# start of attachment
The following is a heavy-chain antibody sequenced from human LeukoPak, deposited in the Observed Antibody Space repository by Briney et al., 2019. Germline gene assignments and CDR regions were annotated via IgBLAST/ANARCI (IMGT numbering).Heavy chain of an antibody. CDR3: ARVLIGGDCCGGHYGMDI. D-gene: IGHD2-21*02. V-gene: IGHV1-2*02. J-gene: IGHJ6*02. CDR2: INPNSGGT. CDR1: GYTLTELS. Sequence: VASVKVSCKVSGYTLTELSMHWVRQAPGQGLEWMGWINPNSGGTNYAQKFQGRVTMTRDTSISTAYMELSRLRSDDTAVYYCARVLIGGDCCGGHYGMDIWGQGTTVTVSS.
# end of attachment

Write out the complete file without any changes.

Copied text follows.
The following is a heavy-chain antibody sequenced from human LeukoPak, deposited in the Observed Antibody Space repository by Briney et al., 2019. Germline gene assignments and CDR regions were annotated via IgBLAST/ANARCI (IMGT numbering).Heavy chain of an antibody. CDR3: ARVLIGGDCCGGHYGMDI. D-gene: IGHD2-21*02. V-gene: IGHV1-2*02. J-gene: IGHJ6*02. CDR2: INPNSGGT. CDR1: GYTLTELS. Sequence: VASVKVSCKVSGYTLTELSMHWVRQAPGQGLEWMGWINPNSGGTNYAQKFQGRVTMTRDTSISTAYMELSRLRSDDTAVYYCARVLIGGDCCGGHYGMDIWGQGTTVTVSS.